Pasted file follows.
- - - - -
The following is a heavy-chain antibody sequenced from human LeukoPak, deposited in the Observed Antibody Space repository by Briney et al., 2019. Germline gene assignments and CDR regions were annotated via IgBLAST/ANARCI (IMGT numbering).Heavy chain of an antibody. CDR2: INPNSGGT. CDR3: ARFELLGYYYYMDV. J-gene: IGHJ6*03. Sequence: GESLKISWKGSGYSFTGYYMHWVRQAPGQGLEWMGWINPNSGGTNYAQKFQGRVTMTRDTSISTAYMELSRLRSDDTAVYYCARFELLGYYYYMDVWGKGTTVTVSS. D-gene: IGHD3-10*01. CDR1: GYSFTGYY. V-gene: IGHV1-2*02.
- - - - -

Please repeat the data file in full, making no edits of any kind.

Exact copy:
The following is a heavy-chain antibody sequenced from human LeukoPak, deposited in the Observed Antibody Space repository by Briney et al., 2019. Germline gene assignments and CDR regions were annotated via IgBLAST/ANARCI (IMGT numbering).Heavy chain of an antibody. CDR2: INPNSGGT. CDR3: ARFELLGYYYYMDV. J-gene: IGHJ6*03. Sequence: GESLKISWKGSGYSFTGYYMHWVRQAPGQGLEWMGWINPNSGGTNYAQKFQGRVTMTRDTSISTAYMELSRLRSDDTAVYYCARFELLGYYYYMDVWGKGTTVTVSS. D-gene: IGHD3-10*01. CDR1: GYSFTGYY. V-gene: IGHV1-2*02.